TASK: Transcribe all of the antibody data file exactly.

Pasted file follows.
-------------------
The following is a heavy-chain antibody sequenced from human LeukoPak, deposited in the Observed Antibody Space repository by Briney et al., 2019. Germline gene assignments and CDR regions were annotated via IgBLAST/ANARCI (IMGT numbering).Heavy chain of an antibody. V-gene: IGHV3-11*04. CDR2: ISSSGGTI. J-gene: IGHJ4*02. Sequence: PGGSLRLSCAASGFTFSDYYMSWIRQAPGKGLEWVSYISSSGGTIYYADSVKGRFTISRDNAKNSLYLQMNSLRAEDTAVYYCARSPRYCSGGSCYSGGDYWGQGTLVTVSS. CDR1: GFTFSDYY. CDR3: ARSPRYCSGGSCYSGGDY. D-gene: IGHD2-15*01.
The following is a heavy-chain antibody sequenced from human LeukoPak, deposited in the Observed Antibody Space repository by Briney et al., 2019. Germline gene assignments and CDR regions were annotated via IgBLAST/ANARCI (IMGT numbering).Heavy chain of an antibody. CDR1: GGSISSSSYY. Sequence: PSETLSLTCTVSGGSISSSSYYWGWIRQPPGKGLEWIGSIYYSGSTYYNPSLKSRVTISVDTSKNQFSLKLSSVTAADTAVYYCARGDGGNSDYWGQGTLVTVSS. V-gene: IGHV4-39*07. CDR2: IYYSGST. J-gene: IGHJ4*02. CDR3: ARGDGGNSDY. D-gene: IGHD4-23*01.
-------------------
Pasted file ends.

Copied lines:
The following is a heavy-chain antibody sequenced from human LeukoPak, deposited in the Observed Antibody Space repository by Briney et al., 2019. Germline gene assignments and CDR regions were annotated via IgBLAST/ANARCI (IMGT numbering).Heavy chain of an antibody. V-gene: IGHV3-11*04. CDR2: ISSSGGTI. J-gene: IGHJ4*02. Sequence: PGGSLRLSCAASGFTFSDYYMSWIRQAPGKGLEWVSYISSSGGTIYYADSVKGRFTISRDNAKNSLYLQMNSLRAEDTAVYYCARSPRYCSGGSCYSGGDYWGQGTLVTVSS. CDR1: GFTFSDYY. CDR3: ARSPRYCSGGSCYSGGDY. D-gene: IGHD2-15*01.
The following is a heavy-chain antibody sequenced from human LeukoPak, deposited in the Observed Antibody Space repository by Briney et al., 2019. Germline gene assignments and CDR regions were annotated via IgBLAST/ANARCI (IMGT numbering).Heavy chain of an antibody. CDR1: GGSISSSSYY. Sequence: PSETLSLTCTVSGGSISSSSYYWGWIRQPPGKGLEWIGSIYYSGSTYYNPSLKSRVTISVDTSKNQFSLKLSSVTAADTAVYYCARGDGGNSDYWGQGTLVTVSS. V-gene: IGHV4-39*07. CDR2: IYYSGST. J-gene: IGHJ4*02. CDR3: ARGDGGNSDY. D-gene: IGHD4-23*01.